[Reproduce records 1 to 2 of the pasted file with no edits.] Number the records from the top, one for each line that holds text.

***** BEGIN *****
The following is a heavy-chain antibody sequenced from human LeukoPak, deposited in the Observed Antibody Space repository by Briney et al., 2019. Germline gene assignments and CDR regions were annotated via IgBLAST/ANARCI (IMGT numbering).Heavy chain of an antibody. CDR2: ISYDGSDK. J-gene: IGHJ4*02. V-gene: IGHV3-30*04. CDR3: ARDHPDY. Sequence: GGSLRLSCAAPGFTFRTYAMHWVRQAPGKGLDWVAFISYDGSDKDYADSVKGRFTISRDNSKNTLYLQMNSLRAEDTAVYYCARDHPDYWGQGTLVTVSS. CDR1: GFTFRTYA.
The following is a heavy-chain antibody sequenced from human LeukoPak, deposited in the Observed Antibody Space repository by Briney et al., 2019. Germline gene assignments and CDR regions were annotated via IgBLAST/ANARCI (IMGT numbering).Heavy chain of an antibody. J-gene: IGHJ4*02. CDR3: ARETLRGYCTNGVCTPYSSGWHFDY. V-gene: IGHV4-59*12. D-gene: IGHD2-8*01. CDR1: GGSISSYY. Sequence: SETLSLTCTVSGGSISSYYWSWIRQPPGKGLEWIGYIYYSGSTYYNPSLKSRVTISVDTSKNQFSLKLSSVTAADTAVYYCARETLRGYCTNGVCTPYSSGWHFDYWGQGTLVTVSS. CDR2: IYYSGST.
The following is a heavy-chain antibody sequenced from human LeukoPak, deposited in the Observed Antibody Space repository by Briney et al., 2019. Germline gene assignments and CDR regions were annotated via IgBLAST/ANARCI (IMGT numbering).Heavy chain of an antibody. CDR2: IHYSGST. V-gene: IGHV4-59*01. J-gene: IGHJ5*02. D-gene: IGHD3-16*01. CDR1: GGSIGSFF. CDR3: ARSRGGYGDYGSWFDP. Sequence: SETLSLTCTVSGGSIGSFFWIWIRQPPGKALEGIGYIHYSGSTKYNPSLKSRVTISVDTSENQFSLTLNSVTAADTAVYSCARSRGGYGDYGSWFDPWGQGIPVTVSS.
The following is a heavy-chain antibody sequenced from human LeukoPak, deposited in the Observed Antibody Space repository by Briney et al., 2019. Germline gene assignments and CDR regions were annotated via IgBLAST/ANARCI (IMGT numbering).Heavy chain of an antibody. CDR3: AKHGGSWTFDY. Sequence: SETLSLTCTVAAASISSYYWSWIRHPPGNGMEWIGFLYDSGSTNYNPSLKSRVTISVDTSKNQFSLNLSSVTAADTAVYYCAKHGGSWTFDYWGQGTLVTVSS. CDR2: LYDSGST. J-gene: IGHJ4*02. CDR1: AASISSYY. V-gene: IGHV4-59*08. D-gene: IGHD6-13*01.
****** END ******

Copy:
The following is a heavy-chain antibody sequenced from human LeukoPak, deposited in the Observed Antibody Space repository by Briney et al., 2019. Germline gene assignments and CDR regions were annotated via IgBLAST/ANARCI (IMGT numbering).Heavy chain of an antibody. CDR2: ISYDGSDK. J-gene: IGHJ4*02. V-gene: IGHV3-30*04. CDR3: ARDHPDY. Sequence: GGSLRLSCAAPGFTFRTYAMHWVRQAPGKGLDWVAFISYDGSDKDYADSVKGRFTISRDNSKNTLYLQMNSLRAEDTAVYYCARDHPDYWGQGTLVTVSS. CDR1: GFTFRTYA.
The following is a heavy-chain antibody sequenced from human LeukoPak, deposited in the Observed Antibody Space repository by Briney et al., 2019. Germline gene assignments and CDR regions were annotated via IgBLAST/ANARCI (IMGT numbering).Heavy chain of an antibody. J-gene: IGHJ4*02. CDR3: ARETLRGYCTNGVCTPYSSGWHFDY. V-gene: IGHV4-59*12. D-gene: IGHD2-8*01. CDR1: GGSISSYY. Sequence: SETLSLTCTVSGGSISSYYWSWIRQPPGKGLEWIGYIYYSGSTYYNPSLKSRVTISVDTSKNQFSLKLSSVTAADTAVYYCARETLRGYCTNGVCTPYSSGWHFDYWGQGTLVTVSS. CDR2: IYYSGST.